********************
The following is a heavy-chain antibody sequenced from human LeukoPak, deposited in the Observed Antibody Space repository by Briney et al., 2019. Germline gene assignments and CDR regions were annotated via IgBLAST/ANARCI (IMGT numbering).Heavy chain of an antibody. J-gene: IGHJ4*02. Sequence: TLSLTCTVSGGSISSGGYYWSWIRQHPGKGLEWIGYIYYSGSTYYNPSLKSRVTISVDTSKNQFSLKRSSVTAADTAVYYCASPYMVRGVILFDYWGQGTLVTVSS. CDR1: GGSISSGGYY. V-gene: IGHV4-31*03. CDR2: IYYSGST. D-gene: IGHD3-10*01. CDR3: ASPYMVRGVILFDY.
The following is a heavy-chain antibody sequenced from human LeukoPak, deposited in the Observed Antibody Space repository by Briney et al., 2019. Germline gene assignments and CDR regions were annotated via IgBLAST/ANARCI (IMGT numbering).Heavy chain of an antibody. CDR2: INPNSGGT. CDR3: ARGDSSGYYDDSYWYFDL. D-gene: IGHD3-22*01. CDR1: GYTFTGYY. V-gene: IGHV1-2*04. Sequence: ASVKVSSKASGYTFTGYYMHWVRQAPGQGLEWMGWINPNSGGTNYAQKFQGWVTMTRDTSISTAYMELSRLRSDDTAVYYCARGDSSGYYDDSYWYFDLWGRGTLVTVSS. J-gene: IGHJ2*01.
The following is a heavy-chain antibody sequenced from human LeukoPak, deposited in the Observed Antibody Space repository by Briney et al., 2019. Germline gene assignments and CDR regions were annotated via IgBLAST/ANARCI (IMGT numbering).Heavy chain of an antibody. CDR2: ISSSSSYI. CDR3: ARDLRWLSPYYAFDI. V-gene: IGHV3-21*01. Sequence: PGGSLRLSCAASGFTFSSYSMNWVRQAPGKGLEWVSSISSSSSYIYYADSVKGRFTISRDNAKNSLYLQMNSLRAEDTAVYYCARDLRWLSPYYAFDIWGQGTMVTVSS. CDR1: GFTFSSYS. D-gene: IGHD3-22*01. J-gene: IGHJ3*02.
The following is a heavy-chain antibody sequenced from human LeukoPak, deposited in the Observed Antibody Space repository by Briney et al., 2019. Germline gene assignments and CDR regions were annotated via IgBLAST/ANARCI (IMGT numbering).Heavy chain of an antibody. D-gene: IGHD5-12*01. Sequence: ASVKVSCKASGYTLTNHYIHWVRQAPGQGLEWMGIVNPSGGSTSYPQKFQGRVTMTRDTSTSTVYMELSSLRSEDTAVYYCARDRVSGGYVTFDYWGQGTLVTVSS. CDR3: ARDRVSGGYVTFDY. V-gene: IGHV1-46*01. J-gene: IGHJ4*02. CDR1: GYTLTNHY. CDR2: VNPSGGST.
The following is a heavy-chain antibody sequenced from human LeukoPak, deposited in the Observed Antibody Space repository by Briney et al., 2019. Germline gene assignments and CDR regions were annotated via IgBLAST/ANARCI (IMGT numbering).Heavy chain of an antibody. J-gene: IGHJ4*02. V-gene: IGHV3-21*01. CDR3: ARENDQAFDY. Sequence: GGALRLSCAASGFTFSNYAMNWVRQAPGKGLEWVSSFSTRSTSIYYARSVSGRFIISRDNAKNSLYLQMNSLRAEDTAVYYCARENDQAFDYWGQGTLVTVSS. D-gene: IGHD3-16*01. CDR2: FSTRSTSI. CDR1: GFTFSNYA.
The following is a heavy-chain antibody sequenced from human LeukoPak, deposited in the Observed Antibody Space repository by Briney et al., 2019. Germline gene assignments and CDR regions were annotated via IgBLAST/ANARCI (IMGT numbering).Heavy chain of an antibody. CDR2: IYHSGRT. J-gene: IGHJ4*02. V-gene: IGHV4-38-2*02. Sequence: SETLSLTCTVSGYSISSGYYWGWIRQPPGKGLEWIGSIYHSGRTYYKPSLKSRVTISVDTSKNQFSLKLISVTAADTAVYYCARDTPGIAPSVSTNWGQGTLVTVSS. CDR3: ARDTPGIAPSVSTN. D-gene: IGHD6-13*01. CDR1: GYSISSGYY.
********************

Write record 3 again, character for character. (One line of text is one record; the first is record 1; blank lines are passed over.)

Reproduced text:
The following is a heavy-chain antibody sequenced from human LeukoPak, deposited in the Observed Antibody Space repository by Briney et al., 2019. Germline gene assignments and CDR regions were annotated via IgBLAST/ANARCI (IMGT numbering).Heavy chain of an antibody. CDR2: ISSSSSYI. CDR3: ARDLRWLSPYYAFDI. V-gene: IGHV3-21*01. Sequence: PGGSLRLSCAASGFTFSSYSMNWVRQAPGKGLEWVSSISSSSSYIYYADSVKGRFTISRDNAKNSLYLQMNSLRAEDTAVYYCARDLRWLSPYYAFDIWGQGTMVTVSS. CDR1: GFTFSSYS. D-gene: IGHD3-22*01. J-gene: IGHJ3*02.